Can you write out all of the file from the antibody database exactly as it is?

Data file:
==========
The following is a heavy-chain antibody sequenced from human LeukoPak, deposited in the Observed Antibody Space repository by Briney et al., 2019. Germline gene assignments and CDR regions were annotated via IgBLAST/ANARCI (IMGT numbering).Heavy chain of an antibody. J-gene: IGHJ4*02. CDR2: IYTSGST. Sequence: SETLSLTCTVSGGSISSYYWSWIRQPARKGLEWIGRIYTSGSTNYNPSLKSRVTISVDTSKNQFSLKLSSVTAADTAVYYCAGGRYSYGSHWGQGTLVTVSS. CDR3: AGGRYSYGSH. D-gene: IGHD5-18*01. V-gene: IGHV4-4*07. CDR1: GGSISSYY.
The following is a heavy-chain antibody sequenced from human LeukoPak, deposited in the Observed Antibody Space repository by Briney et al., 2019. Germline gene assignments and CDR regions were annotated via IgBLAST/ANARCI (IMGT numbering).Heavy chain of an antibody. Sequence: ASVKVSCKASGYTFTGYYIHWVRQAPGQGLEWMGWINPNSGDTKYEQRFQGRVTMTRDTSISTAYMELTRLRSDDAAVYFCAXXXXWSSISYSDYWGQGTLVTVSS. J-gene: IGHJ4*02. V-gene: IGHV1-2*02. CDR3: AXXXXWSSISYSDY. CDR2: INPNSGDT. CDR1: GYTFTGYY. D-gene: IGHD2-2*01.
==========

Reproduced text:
The following is a heavy-chain antibody sequenced from human LeukoPak, deposited in the Observed Antibody Space repository by Briney et al., 2019. Germline gene assignments and CDR regions were annotated via IgBLAST/ANARCI (IMGT numbering).Heavy chain of an antibody. J-gene: IGHJ4*02. CDR2: IYTSGST. Sequence: SETLSLTCTVSGGSISSYYWSWIRQPARKGLEWIGRIYTSGSTNYNPSLKSRVTISVDTSKNQFSLKLSSVTAADTAVYYCAGGRYSYGSHWGQGTLVTVSS. CDR3: AGGRYSYGSH. D-gene: IGHD5-18*01. V-gene: IGHV4-4*07. CDR1: GGSISSYY.
The following is a heavy-chain antibody sequenced from human LeukoPak, deposited in the Observed Antibody Space repository by Briney et al., 2019. Germline gene assignments and CDR regions were annotated via IgBLAST/ANARCI (IMGT numbering).Heavy chain of an antibody. Sequence: ASVKVSCKASGYTFTGYYIHWVRQAPGQGLEWMGWINPNSGDTKYEQRFQGRVTMTRDTSISTAYMELTRLRSDDAAVYFCAXXXXWSSISYSDYWGQGTLVTVSS. J-gene: IGHJ4*02. V-gene: IGHV1-2*02. CDR3: AXXXXWSSISYSDY. CDR2: INPNSGDT. CDR1: GYTFTGYY. D-gene: IGHD2-2*01.